Hospitals should be forced to ensure they have adequate supplies of blood for every woman about to give birth by caesarean, a NSW coroner has recommended.
Caesareans have been the subject of controversy for quite some time. The purpose of this article is not to debate the relative merits of a caesarean or a vaginal birth because for some women, a caesarean is the safest way to have a baby.
Women who stop working at least a month before their baby is due are four times less likely to have a caesarean delivery because they are less tired and anxious, research has found.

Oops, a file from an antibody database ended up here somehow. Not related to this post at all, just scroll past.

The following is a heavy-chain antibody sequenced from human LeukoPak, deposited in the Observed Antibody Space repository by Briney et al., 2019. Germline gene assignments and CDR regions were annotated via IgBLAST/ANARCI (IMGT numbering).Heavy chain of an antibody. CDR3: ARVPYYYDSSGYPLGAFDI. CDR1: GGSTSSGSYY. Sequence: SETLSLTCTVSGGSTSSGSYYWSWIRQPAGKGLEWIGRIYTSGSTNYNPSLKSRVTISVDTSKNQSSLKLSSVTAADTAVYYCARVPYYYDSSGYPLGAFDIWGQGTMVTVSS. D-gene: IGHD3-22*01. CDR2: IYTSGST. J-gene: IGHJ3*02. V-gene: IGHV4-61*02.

First-time mothers are getting older every year, with one in seven babies now born to women over 35, but the nation's caesarean rate is still climbing and thousands of women continue to smoke while pregnant, the latest report on Australia's mothers and babies reveals.
Pregnant women are much more willing than their doctors to accept the risks involved in having a normal vaginal delivery and most are prepared to risk even the most debilitating and painful outcomes rather than have an elective caesarean, Sydney researchers have found.